After using the same basic planning approach for 38 years, the Bureau of Land Management has announced it will review how it develops its Resource Management Plans.
“As I’ve met with elected leaders and citizens from across the West on BLM issues, I’ve consistently heard two things: first, the BLM needs to more effectively address landscape-level management challenges; and second, planning takes too long.” BLM Director Neil Kornze said in a statement.
The decision was hailed by the Theodore Roosevelt Conservation Partnership as a way to “modernize this approach and remedy its shortcomings.
“For example, tracts of intact and undeveloped lands, commonly known as backcountry, are key BLM resources that aren’t adequately recognized and managed through existing agency planning guidance,” said Henri Bisson, former BLM deputy director for operations and BLM Alaska state director.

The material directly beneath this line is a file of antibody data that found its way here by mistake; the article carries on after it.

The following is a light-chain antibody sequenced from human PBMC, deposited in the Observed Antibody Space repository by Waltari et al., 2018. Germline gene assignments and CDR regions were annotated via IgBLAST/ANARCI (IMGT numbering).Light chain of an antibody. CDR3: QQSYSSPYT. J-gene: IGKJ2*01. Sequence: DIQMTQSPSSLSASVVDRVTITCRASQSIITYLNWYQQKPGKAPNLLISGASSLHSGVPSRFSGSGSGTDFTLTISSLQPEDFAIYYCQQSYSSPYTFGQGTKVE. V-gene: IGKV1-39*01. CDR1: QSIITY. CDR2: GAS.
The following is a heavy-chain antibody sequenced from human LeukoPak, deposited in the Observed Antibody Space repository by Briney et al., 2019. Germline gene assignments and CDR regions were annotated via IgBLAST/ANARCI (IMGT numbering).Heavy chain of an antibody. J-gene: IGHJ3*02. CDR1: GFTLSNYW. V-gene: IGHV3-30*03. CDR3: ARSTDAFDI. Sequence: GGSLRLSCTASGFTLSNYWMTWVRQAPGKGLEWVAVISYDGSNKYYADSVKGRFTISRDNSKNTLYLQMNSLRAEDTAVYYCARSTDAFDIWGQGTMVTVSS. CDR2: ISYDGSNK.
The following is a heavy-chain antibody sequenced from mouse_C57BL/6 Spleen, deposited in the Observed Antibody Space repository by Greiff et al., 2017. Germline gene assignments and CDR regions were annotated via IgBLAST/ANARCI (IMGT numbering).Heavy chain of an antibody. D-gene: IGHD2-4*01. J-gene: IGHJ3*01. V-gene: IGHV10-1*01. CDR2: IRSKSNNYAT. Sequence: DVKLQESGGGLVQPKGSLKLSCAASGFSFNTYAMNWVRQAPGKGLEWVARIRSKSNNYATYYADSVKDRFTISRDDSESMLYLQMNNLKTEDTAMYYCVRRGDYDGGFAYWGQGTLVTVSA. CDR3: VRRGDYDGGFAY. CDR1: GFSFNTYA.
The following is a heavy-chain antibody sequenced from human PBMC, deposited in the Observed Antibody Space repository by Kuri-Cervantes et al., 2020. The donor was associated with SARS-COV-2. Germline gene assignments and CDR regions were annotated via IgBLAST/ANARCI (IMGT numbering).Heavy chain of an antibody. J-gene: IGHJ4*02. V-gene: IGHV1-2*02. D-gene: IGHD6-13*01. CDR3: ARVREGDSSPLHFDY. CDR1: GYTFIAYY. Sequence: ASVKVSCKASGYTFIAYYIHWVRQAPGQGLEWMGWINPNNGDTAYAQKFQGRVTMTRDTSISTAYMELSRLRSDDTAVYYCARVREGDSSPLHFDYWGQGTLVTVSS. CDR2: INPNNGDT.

Based on an initial review, the BLM intends to target changes to, in part, create a planning process that is responsive to change, allowing BLM to keep plans current through amendments; and to reduce the amount of time it takes to complete RMPs.
“The main challenges the BLM face are incompatible development and land use, as well as the need for well-funded restoration,” said Ken Mayer, former director of the Nevada Department of Wildlife.
The BLM is seeking comments on how it can achieve the goal of a more effective, efficient and durable planning process. Individuals can learn more at www.blm.gov/plan2 and can provide feedback at email@example.com.